SQL Server Performance

[Solved]Trace using a script

Discussion in 'SQL Server 2005 Performance Tuning for DBAs' started by Dale L, Jun 14, 2007.

  1. Dale L New Member

    Hello

    Im trying to monitor information of a server using a trace and i have some question :

    - Is running a trace trough the help of a script has less impact on a server performance than using the SQL Profiler tool? By much?

    - Is there a way to run a scripted trace on a remote machine like we can do for the SQL profiler?



    Dale
  2. MichaelB Member

    Hi Dale and welcome to the site!
    Answers:

    Q1: Yes it has much less impact. You would have to run tests to be sure how much. Below is a link for a description on how to do it and it discusses impact.
    http://vyaskn.tripod.com/server_side_tracing_in_sql_server.htm

    Q2: You can kick off the procs (from above) from any machine. The trace files, however would be local unless you shoved them into a table (not my recommended way)

    I like to have jobs set up that start and stop the trace at given times during the day. Then I have the stop trace job load the text files into a table and keep it for a certain duration. Up to you how you want to do it. It has never caused any performance problems for me when running.




    Michael
    MCDBA

    "The statistics on sanity are that one out of every four persons is suffering from some sort of mental illness. Think of your three best friends -- if they're okay, then it's you!"
  3. Dale L New Member

    Thanks for the fast answer.

    I just had a 4 day formation on sql server 2005 and our teacher told us never to do trace on the server using profiler but could not answer us about server sided trace using script because he never did that before.

    I'ill do some testing.

    Dale
  4. MichaelB Member

    He is a newbie!!!<img src='/community/emoticons/emotion-1.gif' alt=':)' /><br />LOL<br />anyway, yah. its the best way. You can also create some special procs that work for diff things (like the link has) for like blocking etc and have them as a job that you can just fire off without having saved any profiler templates. Its fun to get into it (my oppinion) and very low load. And stay and help out this forum. It is a good group of DBAs here and we all try to help quickly - depending on time zone<img src='/community/emoticons/emotion-1.gif' alt=':)' /> Some from India rock too<img src='/community/emoticons/emotion-1.gif' alt=':)' /><br /><br />Michael <br />MCDBA<br /><br />"The statistics on sanity are that one out of every four persons is suffering from some sort of mental illness. Think of your three best friends -- if they're okay, then it's you!"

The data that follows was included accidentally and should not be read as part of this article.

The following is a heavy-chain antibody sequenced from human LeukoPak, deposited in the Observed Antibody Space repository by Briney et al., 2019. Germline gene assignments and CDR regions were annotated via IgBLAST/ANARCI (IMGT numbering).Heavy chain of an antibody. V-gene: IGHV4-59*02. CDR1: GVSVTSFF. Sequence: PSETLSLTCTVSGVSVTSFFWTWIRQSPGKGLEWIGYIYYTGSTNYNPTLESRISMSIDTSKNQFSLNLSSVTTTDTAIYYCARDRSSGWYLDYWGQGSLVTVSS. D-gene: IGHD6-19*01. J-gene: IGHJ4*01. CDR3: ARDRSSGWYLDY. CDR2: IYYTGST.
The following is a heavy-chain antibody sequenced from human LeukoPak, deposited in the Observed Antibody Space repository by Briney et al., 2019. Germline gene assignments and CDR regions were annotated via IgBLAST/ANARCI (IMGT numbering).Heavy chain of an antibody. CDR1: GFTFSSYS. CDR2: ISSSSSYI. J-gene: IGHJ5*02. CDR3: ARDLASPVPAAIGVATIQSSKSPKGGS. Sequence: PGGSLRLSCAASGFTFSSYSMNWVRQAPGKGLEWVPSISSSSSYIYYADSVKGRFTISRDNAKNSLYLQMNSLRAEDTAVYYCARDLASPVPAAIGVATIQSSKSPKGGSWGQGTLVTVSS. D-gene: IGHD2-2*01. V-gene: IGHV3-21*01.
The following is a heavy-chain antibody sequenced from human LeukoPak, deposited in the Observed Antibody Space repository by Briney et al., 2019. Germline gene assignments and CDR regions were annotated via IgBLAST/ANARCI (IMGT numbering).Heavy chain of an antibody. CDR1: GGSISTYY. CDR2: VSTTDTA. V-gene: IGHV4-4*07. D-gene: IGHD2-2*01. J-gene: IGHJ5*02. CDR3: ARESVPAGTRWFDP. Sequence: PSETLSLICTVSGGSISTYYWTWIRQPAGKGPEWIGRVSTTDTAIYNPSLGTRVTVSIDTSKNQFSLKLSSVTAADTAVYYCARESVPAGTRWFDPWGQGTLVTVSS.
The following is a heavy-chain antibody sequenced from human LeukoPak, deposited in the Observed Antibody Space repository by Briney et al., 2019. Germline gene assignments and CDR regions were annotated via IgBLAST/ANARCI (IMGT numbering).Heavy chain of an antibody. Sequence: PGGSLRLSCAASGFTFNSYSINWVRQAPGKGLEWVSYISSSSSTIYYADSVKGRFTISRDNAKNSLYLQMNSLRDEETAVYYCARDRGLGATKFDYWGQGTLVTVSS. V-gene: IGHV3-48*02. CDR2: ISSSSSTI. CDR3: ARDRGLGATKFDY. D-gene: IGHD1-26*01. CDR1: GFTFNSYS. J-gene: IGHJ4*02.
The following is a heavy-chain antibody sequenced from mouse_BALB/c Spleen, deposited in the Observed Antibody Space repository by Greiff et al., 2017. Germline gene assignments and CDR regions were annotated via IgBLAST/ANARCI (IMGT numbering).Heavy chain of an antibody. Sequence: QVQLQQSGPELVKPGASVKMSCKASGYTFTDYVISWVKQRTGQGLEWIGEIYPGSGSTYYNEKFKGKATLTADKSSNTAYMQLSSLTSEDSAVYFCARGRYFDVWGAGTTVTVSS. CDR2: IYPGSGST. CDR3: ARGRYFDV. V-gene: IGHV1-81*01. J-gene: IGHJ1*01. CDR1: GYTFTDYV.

5. satya Moderator

    Server side trace is not well documented in the Books online or references, mostly you will find from the non-microsoft websites and forums etc. So I wouldn't blame your teacher too or may be not ready to accept anything other than what is written in a book [:].

    As referred by Mike you will get more information on server side trace:

    - Is running a trace trough the help of a script has less impact on a server performance than using the SQL Profiler tool? By much?
    Yes, by far you will notice this will have a better return of results if the server is already stressed with resources. If you run PROFILER from the client then it need to pingback to client each and every time it is traced, image 10 round-trips in 2 seconds will cost more in 15 minutes for a server. Refer tohttp://mssqltips.com/tip.asp?tip=1111 in this case.

    - Is there a way to run a scripted trace on a remote machine like we can do for the SQL profiler?
    Refer to the links give for such scripts, also BOL states, that "Default trace provides troubleshooting assistance to database administrators by ensuring that they have the log data necessary to diagnose problems the first time they occur."

    Satya SKJ
    Microsoft SQL Server MVP
    Writer, Contributing Editor & Moderator
    http://www.SQL-Server-Performance.Com
    This posting is provided AS IS with no rights for the sake of knowledge sharing. Knowledge is of two kinds. We know a subject ourselves or we know where we can find information on it.

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